Mega Drive Gun Adaptors

Photo of the completed light gun adaptors

The photo above shows a pair of adaptors that let you use the Sega Master System's Light Phaser with Sega Mega Drive games that would normally require the Sega Menacer or Konami Justifier.

The three types of gun work quite differently and games are generally only compatible with one particular type of gun and not the others. Of the three guns the Sega Light Phaser is the cheapest, simplest, and has the largest library of games available to it making it the best choice if you were to only buy one gun, in my opinion.

Due to the considerable differences between the Sega Menacer and Konami Justifier two different adaptors are required. Fortunately each adaptor only uses a couple of logic chips each along with a handful of passive components so they should be quite simple and inexpensive to build!

Photo of the light gun adaptor circuits

The adaptors have been tested on a combination of two different Mega Drive consoles (an original model and a Mega Drive 2), two different CRT TVs (a 21" flat CRT and a 14" spherical CRT) and two different Light Phasers. No difference in performance, accuracy or compatibility could be found between the different combinations so hopefully that means the circuits are quite robust. Unfortunately, I do not own a Mega CD so all of my testing has been with original Mega Drive games.


Contents


Sega Menacer

The Sega Menacer normally uses a wireless receiver and has three additional buttons on the front grip of the gun. The adaptor is designed to be a hand-held unit so that player has direct access to the three buttons.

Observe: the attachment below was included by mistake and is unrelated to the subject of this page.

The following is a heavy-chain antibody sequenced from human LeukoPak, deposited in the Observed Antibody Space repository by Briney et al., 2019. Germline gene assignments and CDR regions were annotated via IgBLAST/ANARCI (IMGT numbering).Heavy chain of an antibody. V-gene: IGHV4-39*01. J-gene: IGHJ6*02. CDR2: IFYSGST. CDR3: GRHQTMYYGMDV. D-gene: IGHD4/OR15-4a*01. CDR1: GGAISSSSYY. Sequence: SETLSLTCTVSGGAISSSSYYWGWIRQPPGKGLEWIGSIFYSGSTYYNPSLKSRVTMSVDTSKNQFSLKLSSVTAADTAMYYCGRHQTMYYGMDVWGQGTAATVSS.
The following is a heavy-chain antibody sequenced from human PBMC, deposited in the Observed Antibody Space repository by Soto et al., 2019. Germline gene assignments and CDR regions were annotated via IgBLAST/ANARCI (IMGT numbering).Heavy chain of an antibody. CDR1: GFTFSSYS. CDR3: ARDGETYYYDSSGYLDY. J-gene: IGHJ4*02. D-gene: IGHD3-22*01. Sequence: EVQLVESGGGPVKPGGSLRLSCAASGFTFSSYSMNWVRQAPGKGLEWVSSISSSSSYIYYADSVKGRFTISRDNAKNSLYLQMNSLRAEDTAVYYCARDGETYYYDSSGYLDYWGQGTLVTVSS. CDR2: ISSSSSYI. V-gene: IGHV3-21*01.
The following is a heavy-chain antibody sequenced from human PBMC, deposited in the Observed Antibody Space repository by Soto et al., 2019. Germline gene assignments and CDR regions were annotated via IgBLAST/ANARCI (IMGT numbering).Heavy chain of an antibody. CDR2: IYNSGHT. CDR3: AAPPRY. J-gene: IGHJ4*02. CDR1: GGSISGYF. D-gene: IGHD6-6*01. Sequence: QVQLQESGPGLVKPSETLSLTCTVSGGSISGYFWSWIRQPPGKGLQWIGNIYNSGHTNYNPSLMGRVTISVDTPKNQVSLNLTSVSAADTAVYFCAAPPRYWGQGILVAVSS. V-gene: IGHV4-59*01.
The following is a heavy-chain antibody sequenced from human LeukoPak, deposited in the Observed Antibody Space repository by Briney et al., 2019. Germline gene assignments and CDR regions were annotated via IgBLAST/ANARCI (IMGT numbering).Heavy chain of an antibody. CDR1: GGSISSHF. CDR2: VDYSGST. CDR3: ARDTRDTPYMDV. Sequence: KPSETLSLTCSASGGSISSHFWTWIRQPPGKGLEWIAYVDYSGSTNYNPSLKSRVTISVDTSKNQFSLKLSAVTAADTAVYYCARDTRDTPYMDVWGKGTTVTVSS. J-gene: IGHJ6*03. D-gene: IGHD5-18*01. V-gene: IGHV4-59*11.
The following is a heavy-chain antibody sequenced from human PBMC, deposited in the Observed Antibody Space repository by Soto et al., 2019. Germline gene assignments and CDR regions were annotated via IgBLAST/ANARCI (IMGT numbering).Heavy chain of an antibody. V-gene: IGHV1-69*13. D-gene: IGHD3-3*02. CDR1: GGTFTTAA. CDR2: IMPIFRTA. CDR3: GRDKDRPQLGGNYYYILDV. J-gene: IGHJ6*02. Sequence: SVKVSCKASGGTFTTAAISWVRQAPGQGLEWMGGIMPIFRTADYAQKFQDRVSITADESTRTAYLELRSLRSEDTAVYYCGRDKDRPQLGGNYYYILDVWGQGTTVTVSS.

Photo of one possible grip style of the Sega Menacer adaptorPhoto of another possible grip style of the Sega Menacer adaptor

Of course, you can choose any other sort of enclosure if you wish! I found this design quite practical as it could be held in my left hand with the Light Phaser held in my right. In one orientation all three buttons are in easy reach by three fingers and if flipped over the top two buttons are in range of your thumb. The bottom button is normally used to pause the game so doesn't need to be as easily accessible as the top two buttons.

US Patent 5,351,969 covers the Menacer and has a detailed breakdown of how it works along with circuit diagrams. I was able to match these diagrams to a real Sega Menacer receiver which provided the information I needed about which pins were used to control the receiver as the circuit diagrams in the patent document are not labelled.

Compatibility

This adaptor has been tested successfully with the following three games:

Circuit

Circuit diagram for Sega Light Phaser to Sega Menacer adaptor

The adaptor uses two NOR gate chips for all of its logic. Two NOR gates are used to latch the pulse received from the Light Phaser and an RC circuit is used to delay this latched pulse to mimic the delay incurred by the wireless overhead in the real Sega Menacer hardware. When developing the circuit I found that it didn't always function reliably when using the CMOS logic chips I had to hand, but it worked well with TTL logic. As such I would recommend using SN74ALS02AN logic chips as I can confirm that they work.

The diode is less critical and the common 1N4001 works well. The transistor is not fussy, either, and a general-purpose NPN such as the BC548 should do the job well.

Calibration

One unusual aspect of the Sega Menacer is the delay incurred by the overhead of its wireless communications. Game software compensates for this delay, and if we don't replicate that in our wired adaptor the aim is off by a considerable margin!

Demonstration of the poor aim with an uncalibrated adaptor

The delay is introduced in the adaptor by the 470Ω variable resistor and 100nF capacitor in the path of the logic signal. In testing I found that a fixed 220Ω resistor had the aim pretty much dead-on, so a 470Ω variable resistor should provide enough range for adjustment with the correct setting falling somewhere in the middle of its range.